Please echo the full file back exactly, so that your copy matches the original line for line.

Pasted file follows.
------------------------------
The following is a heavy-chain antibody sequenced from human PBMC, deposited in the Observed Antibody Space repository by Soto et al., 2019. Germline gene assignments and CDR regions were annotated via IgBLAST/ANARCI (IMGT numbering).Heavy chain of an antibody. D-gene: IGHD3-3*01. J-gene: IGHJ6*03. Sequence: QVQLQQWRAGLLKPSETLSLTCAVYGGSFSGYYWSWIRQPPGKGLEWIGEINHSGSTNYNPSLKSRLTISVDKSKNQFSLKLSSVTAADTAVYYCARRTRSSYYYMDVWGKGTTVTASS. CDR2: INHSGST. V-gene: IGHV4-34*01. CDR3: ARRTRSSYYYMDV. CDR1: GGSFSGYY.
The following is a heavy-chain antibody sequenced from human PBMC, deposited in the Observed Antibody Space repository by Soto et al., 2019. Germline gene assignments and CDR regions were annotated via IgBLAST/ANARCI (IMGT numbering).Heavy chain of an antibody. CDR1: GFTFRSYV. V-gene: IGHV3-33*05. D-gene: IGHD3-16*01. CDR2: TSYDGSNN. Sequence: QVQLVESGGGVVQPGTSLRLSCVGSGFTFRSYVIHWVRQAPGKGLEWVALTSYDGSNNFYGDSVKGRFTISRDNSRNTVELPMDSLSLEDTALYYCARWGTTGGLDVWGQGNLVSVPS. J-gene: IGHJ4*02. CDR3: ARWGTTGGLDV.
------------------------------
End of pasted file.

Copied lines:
The following is a heavy-chain antibody sequenced from human PBMC, deposited in the Observed Antibody Space repository by Soto et al., 2019. Germline gene assignments and CDR regions were annotated via IgBLAST/ANARCI (IMGT numbering).Heavy chain of an antibody. D-gene: IGHD3-3*01. J-gene: IGHJ6*03. Sequence: QVQLQQWRAGLLKPSETLSLTCAVYGGSFSGYYWSWIRQPPGKGLEWIGEINHSGSTNYNPSLKSRLTISVDKSKNQFSLKLSSVTAADTAVYYCARRTRSSYYYMDVWGKGTTVTASS. CDR2: INHSGST. V-gene: IGHV4-34*01. CDR3: ARRTRSSYYYMDV. CDR1: GGSFSGYY.
The following is a heavy-chain antibody sequenced from human PBMC, deposited in the Observed Antibody Space repository by Soto et al., 2019. Germline gene assignments and CDR regions were annotated via IgBLAST/ANARCI (IMGT numbering).Heavy chain of an antibody. CDR1: GFTFRSYV. V-gene: IGHV3-33*05. D-gene: IGHD3-16*01. CDR2: TSYDGSNN. Sequence: QVQLVESGGGVVQPGTSLRLSCVGSGFTFRSYVIHWVRQAPGKGLEWVALTSYDGSNNFYGDSVKGRFTISRDNSRNTVELPMDSLSLEDTALYYCARWGTTGGLDVWGQGNLVSVPS. J-gene: IGHJ4*02. CDR3: ARWGTTGGLDV.